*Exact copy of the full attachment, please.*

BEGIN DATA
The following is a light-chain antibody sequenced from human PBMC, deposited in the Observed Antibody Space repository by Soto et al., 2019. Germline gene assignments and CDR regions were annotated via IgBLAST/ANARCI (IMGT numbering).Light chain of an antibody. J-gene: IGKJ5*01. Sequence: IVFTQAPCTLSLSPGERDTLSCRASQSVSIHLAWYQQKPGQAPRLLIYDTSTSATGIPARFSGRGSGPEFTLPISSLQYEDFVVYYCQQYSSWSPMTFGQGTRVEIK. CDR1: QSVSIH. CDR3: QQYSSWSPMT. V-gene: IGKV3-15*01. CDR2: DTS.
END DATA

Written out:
The following is a light-chain antibody sequenced from human PBMC, deposited in the Observed Antibody Space repository by Soto et al., 2019. Germline gene assignments and CDR regions were annotated via IgBLAST/ANARCI (IMGT numbering).Light chain of an antibody. J-gene: IGKJ5*01. Sequence: IVFTQAPCTLSLSPGERDTLSCRASQSVSIHLAWYQQKPGQAPRLLIYDTSTSATGIPARFSGRGSGPEFTLPISSLQYEDFVVYYCQQYSSWSPMTFGQGTRVEIK. CDR1: QSVSIH. CDR3: QQYSSWSPMT. V-gene: IGKV3-15*01. CDR2: DTS.